In behavior therapy, patients learn to detect signs that a tic will likely occur and they are taught to engage in competing responses, which are behaviors that are physically incompatible with the impending tic. Thus, patients learn new ways to manage their tics.”
The study included 122 participants with Tourette syndrome or chronic tic disorder. Forty-four were women and 78 were men, with their ages ranging from 16 to 69.
Participants were assigned to one of two groups.
One group underwent eight sessions of the behavioral therapy called Comprehensive Behavioral Intervention for Tics, or CBIT, over 10 weeks. The second group underwent eight sessions of supportive treatment for 10 weeks.
Those who responded positively to the treatment underwent three monthly booster sessions.
The results showed significant improvement among participants in the CBIT group. HealthDay News reported that tic severity dropped by 26 percent in the CBIT group and 12 percent in the supportive treatment group. The research article added that besides being an effective treatment, it is also a safe treatment for Tourette syndrome.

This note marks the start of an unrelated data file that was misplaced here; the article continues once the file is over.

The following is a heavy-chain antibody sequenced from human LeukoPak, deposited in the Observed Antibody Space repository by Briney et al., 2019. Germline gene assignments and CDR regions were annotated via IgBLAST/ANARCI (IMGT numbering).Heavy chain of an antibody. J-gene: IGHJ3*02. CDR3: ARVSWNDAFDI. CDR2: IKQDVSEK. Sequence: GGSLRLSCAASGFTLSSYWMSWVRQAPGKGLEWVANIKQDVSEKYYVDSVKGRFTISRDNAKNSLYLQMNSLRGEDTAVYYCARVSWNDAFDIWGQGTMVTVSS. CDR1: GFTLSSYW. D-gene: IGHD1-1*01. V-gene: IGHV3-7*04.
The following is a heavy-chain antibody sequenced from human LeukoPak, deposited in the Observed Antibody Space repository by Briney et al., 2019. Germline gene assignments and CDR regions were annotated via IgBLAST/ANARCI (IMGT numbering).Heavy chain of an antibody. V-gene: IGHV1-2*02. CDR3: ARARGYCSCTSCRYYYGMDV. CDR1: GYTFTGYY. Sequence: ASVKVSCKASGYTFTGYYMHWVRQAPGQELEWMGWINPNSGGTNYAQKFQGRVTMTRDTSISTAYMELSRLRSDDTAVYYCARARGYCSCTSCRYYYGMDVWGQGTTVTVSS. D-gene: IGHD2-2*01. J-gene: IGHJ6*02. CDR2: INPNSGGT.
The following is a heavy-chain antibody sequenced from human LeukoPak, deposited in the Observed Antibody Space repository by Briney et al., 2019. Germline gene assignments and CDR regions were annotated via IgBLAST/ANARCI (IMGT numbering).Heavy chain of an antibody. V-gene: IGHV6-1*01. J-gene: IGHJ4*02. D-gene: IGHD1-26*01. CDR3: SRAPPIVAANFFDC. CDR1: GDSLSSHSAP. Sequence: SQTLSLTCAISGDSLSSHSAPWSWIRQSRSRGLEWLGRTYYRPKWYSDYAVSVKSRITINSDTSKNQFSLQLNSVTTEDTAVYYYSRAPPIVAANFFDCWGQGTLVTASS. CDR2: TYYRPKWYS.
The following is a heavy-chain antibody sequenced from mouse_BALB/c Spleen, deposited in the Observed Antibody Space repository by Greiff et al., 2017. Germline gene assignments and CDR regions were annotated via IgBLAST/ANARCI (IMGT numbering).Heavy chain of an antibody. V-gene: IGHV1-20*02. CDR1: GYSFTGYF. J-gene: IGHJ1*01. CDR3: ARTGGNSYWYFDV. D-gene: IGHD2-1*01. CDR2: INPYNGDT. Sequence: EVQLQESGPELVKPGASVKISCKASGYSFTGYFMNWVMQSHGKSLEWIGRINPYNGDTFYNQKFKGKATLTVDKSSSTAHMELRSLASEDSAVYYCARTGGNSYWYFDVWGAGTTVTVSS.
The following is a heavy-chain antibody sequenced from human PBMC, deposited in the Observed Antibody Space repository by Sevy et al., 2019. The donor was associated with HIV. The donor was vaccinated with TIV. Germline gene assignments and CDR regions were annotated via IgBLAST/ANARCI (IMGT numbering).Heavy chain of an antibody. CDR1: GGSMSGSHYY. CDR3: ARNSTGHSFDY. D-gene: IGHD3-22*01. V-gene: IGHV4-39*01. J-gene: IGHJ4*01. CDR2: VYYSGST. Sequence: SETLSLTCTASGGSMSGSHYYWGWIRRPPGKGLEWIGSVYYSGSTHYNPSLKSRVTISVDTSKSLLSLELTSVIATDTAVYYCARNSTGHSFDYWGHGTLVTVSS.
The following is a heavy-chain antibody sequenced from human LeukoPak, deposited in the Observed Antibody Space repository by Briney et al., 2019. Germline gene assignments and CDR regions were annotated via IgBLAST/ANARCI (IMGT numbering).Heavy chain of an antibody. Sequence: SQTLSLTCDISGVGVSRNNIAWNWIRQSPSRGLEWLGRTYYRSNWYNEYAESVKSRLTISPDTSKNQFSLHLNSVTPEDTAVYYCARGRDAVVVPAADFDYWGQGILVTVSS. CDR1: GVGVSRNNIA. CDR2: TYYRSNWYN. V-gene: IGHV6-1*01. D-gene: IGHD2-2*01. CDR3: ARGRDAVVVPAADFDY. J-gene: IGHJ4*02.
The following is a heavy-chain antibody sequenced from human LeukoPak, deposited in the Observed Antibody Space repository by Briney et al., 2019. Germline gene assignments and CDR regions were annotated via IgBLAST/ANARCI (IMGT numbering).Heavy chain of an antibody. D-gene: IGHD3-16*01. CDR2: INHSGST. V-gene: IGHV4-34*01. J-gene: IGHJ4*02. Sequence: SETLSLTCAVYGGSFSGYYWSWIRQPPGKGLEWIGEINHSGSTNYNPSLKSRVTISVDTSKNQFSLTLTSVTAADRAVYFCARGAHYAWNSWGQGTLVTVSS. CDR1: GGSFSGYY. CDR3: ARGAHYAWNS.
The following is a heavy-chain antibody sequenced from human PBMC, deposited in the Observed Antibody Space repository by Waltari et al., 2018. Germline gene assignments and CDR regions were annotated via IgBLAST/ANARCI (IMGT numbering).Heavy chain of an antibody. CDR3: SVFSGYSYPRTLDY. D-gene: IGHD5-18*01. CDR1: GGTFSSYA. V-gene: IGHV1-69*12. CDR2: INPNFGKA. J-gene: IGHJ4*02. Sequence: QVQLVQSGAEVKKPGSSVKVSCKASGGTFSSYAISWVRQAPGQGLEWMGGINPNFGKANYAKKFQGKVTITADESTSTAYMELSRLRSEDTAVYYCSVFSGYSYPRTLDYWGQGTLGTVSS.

Centers for Disease Control and Prevention. Tourette Syndrome: Data and Statistics. Web. 8 August 2012
National Institute of Neurological Disorders and Stroke. Tourette Syndrome Fact Sheet. Web. 8 August 2012
MayoClinic.com. Tourette Syndrome. Web. 8 August 2012
HealthDay News. Tourette Patients Benefit from Behavioral Therapy: Study. Web. 8 August 2012
Wilhelm, S., Peterson, A.L., Piacentini, J., Woods, D.W., Deckersbach, T., Sukhodolsky, D., Chang, S., Liu, H., Dziura, J., Walkup, J.T., and Scahill, L. “Randomized Trial of Behavior Therapy in Adults with Tourette Syndrome.” Archives of General Psychiatry. Web. 8 August 2012